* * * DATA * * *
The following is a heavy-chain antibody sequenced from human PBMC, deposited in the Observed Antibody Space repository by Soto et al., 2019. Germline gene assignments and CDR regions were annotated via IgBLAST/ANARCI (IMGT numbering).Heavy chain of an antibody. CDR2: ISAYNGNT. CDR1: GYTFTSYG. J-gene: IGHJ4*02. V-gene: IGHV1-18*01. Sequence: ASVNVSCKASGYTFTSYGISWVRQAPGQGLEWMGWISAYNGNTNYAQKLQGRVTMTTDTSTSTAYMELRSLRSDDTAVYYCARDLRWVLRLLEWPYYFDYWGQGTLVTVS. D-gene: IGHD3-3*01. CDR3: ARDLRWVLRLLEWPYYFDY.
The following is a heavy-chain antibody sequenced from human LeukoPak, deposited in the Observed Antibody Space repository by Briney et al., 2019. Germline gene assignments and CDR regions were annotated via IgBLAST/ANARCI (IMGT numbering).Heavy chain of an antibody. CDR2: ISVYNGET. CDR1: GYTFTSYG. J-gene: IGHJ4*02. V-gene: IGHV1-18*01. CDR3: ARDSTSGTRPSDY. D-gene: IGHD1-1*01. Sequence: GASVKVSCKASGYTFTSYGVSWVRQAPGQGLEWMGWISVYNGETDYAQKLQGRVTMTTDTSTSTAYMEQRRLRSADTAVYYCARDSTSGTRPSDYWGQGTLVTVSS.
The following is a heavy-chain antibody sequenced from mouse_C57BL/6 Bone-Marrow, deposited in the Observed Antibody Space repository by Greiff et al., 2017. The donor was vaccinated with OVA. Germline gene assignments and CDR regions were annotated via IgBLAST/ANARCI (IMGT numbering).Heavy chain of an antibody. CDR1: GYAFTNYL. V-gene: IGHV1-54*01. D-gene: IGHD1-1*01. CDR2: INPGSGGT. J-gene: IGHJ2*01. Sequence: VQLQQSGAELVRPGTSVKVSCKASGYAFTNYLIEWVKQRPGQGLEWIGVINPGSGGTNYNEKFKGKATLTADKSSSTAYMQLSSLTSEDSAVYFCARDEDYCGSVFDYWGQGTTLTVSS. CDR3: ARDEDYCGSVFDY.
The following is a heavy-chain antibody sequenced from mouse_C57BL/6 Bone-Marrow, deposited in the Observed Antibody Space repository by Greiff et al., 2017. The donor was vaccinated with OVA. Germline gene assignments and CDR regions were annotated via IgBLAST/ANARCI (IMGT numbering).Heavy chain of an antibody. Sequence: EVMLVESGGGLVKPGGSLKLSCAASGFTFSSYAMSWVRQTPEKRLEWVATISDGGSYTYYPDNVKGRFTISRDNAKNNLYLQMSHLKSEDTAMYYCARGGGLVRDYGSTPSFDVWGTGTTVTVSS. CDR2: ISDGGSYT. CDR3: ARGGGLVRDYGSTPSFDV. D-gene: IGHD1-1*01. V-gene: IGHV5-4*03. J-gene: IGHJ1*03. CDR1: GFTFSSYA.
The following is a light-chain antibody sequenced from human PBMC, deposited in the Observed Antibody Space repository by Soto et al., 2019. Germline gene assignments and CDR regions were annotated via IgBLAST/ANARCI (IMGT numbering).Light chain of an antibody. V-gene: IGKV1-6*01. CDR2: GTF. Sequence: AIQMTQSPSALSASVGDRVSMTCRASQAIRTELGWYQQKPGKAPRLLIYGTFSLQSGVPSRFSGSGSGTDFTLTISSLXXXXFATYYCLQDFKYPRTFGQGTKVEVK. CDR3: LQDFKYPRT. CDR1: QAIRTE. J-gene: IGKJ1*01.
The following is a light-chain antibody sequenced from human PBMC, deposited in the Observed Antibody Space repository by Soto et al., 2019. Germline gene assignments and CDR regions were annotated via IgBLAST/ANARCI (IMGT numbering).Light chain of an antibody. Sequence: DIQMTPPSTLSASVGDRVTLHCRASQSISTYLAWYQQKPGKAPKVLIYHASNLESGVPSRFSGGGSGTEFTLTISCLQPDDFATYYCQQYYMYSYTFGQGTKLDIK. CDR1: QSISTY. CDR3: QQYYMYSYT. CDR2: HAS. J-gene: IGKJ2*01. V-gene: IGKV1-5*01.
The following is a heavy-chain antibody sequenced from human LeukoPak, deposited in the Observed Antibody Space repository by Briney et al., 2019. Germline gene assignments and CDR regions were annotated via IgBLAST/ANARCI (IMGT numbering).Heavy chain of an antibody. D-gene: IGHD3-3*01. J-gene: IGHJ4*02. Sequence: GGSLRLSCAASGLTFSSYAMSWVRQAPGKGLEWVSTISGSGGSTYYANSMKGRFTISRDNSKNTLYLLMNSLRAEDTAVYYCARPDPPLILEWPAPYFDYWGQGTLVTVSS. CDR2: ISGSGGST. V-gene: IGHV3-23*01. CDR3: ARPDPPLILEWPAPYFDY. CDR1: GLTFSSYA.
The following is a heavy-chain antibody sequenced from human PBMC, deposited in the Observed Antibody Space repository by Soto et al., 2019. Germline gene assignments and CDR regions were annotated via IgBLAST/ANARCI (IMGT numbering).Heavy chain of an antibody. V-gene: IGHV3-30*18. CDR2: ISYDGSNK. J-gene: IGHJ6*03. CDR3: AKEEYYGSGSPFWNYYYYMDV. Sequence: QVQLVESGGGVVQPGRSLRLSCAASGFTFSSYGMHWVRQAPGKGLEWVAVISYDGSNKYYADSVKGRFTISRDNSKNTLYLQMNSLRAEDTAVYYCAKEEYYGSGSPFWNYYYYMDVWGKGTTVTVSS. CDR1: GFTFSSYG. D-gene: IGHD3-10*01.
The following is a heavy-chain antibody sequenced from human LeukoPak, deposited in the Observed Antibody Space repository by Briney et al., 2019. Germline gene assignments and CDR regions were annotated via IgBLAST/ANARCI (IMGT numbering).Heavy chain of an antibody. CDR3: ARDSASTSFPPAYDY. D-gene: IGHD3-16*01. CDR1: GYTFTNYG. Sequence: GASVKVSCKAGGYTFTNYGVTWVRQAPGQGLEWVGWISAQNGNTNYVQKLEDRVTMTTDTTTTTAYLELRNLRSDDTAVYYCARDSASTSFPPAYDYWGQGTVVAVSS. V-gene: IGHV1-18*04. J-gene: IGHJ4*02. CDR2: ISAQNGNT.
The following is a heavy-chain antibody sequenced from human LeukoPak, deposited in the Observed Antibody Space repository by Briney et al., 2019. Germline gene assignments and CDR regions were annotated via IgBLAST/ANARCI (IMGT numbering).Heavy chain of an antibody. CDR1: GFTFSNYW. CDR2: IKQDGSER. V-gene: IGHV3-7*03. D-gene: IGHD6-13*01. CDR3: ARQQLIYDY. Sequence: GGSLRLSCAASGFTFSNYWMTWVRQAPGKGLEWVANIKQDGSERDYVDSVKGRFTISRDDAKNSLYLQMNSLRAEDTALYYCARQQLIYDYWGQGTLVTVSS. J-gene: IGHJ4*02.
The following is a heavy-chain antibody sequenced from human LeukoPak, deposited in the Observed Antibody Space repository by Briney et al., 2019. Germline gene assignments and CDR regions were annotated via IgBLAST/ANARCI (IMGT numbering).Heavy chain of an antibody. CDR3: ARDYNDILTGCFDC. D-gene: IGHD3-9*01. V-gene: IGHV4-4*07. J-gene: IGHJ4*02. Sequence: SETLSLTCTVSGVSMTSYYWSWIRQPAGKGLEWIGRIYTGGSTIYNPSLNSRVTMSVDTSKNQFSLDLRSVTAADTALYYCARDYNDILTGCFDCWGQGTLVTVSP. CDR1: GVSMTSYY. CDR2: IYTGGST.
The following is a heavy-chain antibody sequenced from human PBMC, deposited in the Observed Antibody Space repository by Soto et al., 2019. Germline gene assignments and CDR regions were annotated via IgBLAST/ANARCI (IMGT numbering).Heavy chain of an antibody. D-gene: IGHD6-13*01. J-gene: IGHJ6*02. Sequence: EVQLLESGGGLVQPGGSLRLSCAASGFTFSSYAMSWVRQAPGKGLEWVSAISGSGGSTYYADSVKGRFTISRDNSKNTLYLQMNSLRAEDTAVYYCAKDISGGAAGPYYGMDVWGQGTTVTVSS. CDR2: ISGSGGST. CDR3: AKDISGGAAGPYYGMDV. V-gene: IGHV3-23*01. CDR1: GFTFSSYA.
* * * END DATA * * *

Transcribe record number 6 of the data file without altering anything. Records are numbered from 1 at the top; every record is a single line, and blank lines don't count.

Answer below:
The following is a light-chain antibody sequenced from human PBMC, deposited in the Observed Antibody Space repository by Soto et al., 2019. Germline gene assignments and CDR regions were annotated via IgBLAST/ANARCI (IMGT numbering).Light chain of an antibody. Sequence: DIQMTPPSTLSASVGDRVTLHCRASQSISTYLAWYQQKPGKAPKVLIYHASNLESGVPSRFSGGGSGTEFTLTISCLQPDDFATYYCQQYYMYSYTFGQGTKLDIK. CDR1: QSISTY. CDR3: QQYYMYSYT. CDR2: HAS. J-gene: IGKJ2*01. V-gene: IGKV1-5*01.